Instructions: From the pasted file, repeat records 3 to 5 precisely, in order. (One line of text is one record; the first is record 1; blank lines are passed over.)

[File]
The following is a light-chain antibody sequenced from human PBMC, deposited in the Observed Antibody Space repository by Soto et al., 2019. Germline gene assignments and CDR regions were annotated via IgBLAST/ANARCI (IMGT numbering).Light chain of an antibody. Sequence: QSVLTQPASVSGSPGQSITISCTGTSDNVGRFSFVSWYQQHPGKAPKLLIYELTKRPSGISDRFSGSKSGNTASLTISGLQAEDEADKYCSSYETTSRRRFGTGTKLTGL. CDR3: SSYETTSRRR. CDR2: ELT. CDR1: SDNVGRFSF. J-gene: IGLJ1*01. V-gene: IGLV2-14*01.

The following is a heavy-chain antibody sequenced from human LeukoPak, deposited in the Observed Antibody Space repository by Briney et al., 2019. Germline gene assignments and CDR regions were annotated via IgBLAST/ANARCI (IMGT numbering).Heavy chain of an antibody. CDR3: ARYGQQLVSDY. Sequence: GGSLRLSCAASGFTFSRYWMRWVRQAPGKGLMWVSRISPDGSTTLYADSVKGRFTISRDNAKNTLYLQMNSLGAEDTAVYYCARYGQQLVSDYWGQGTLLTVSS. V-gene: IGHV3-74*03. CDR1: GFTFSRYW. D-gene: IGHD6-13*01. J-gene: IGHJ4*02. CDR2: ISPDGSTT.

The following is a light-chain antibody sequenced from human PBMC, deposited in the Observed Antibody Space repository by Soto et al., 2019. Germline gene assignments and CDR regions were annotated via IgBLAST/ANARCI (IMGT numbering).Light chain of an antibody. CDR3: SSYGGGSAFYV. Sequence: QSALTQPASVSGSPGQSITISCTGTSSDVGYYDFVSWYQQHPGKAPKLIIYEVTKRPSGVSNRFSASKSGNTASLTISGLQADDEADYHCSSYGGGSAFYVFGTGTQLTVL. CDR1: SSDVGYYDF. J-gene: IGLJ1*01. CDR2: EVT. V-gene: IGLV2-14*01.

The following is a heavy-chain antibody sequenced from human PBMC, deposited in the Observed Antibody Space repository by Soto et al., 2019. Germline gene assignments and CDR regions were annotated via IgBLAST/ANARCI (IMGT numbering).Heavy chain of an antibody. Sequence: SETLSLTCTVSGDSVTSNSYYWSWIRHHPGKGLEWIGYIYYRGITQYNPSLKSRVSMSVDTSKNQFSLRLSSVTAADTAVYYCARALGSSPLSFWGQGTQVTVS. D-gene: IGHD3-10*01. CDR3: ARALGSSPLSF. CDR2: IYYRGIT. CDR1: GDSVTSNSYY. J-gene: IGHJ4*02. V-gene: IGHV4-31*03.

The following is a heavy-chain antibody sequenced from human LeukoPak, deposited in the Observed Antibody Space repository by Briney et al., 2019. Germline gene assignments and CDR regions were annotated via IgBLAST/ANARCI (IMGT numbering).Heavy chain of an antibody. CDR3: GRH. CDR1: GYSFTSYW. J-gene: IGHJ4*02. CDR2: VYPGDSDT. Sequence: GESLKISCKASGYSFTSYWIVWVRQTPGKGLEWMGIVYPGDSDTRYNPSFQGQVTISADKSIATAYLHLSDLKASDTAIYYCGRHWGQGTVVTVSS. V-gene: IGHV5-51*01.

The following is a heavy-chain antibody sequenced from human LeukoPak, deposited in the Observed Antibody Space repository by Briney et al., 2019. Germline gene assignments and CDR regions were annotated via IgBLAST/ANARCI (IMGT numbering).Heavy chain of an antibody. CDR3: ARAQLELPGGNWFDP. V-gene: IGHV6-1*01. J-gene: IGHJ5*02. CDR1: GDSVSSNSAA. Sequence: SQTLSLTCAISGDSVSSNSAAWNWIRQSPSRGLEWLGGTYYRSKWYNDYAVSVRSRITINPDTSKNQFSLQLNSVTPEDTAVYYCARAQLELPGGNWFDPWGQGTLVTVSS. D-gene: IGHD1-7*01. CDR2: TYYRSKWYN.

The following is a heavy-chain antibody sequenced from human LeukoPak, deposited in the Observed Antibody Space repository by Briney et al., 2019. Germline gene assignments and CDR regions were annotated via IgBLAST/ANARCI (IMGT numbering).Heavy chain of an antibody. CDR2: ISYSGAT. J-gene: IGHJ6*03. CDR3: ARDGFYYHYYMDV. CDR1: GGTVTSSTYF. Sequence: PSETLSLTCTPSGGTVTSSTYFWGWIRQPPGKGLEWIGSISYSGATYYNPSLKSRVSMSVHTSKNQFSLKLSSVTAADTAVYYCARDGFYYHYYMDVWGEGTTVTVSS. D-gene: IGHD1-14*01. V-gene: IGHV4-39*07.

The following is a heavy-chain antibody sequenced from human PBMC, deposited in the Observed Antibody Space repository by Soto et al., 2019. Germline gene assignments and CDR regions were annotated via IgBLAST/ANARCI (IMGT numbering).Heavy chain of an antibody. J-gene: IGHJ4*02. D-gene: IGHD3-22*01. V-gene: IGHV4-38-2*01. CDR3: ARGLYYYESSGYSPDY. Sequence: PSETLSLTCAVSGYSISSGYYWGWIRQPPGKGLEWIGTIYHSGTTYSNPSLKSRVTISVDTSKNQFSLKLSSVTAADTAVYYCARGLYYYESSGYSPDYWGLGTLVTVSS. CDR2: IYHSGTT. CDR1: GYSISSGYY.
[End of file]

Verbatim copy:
The following is a light-chain antibody sequenced from human PBMC, deposited in the Observed Antibody Space repository by Soto et al., 2019. Germline gene assignments and CDR regions were annotated via IgBLAST/ANARCI (IMGT numbering).Light chain of an antibody. CDR3: SSYGGGSAFYV. Sequence: QSALTQPASVSGSPGQSITISCTGTSSDVGYYDFVSWYQQHPGKAPKLIIYEVTKRPSGVSNRFSASKSGNTASLTISGLQADDEADYHCSSYGGGSAFYVFGTGTQLTVL. CDR1: SSDVGYYDF. J-gene: IGLJ1*01. CDR2: EVT. V-gene: IGLV2-14*01.

The following is a heavy-chain antibody sequenced from human PBMC, deposited in the Observed Antibody Space repository by Soto et al., 2019. Germline gene assignments and CDR regions were annotated via IgBLAST/ANARCI (IMGT numbering).Heavy chain of an antibody. Sequence: SETLSLTCTVSGDSVTSNSYYWSWIRHHPGKGLEWIGYIYYRGITQYNPSLKSRVSMSVDTSKNQFSLRLSSVTAADTAVYYCARALGSSPLSFWGQGTQVTVS. D-gene: IGHD3-10*01. CDR3: ARALGSSPLSF. CDR2: IYYRGIT. CDR1: GDSVTSNSYY. J-gene: IGHJ4*02. V-gene: IGHV4-31*03.

The following is a heavy-chain antibody sequenced from human LeukoPak, deposited in the Observed Antibody Space repository by Briney et al., 2019. Germline gene assignments and CDR regions were annotated via IgBLAST/ANARCI (IMGT numbering).Heavy chain of an antibody. CDR3: GRH. CDR1: GYSFTSYW. J-gene: IGHJ4*02. CDR2: VYPGDSDT. Sequence: GESLKISCKASGYSFTSYWIVWVRQTPGKGLEWMGIVYPGDSDTRYNPSFQGQVTISADKSIATAYLHLSDLKASDTAIYYCGRHWGQGTVVTVSS. V-gene: IGHV5-51*01.